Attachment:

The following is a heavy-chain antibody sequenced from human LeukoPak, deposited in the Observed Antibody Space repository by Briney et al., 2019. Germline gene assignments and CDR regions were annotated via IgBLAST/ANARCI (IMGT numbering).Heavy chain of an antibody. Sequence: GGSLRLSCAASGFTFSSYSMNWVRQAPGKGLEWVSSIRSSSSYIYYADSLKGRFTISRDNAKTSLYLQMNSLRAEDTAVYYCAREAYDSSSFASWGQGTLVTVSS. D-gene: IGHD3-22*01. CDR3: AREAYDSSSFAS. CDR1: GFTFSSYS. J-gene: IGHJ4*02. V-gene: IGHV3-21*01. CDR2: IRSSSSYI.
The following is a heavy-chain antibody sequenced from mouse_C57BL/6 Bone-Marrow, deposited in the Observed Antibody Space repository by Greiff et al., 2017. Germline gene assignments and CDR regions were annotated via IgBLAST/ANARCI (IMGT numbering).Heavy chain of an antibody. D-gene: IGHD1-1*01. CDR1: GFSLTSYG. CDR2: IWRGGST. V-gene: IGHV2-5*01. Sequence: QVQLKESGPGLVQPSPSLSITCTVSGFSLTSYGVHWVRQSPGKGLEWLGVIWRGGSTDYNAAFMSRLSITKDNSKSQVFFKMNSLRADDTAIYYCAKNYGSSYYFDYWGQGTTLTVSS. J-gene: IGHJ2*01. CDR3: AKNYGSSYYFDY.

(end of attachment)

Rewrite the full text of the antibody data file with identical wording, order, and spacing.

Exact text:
The following is a heavy-chain antibody sequenced from human LeukoPak, deposited in the Observed Antibody Space repository by Briney et al., 2019. Germline gene assignments and CDR regions were annotated via IgBLAST/ANARCI (IMGT numbering).Heavy chain of an antibody. Sequence: GGSLRLSCAASGFTFSSYSMNWVRQAPGKGLEWVSSIRSSSSYIYYADSLKGRFTISRDNAKTSLYLQMNSLRAEDTAVYYCAREAYDSSSFASWGQGTLVTVSS. D-gene: IGHD3-22*01. CDR3: AREAYDSSSFAS. CDR1: GFTFSSYS. J-gene: IGHJ4*02. V-gene: IGHV3-21*01. CDR2: IRSSSSYI.
The following is a heavy-chain antibody sequenced from mouse_C57BL/6 Bone-Marrow, deposited in the Observed Antibody Space repository by Greiff et al., 2017. Germline gene assignments and CDR regions were annotated via IgBLAST/ANARCI (IMGT numbering).Heavy chain of an antibody. D-gene: IGHD1-1*01. CDR1: GFSLTSYG. CDR2: IWRGGST. V-gene: IGHV2-5*01. Sequence: QVQLKESGPGLVQPSPSLSITCTVSGFSLTSYGVHWVRQSPGKGLEWLGVIWRGGSTDYNAAFMSRLSITKDNSKSQVFFKMNSLRADDTAIYYCAKNYGSSYYFDYWGQGTTLTVSS. J-gene: IGHJ2*01. CDR3: AKNYGSSYYFDY.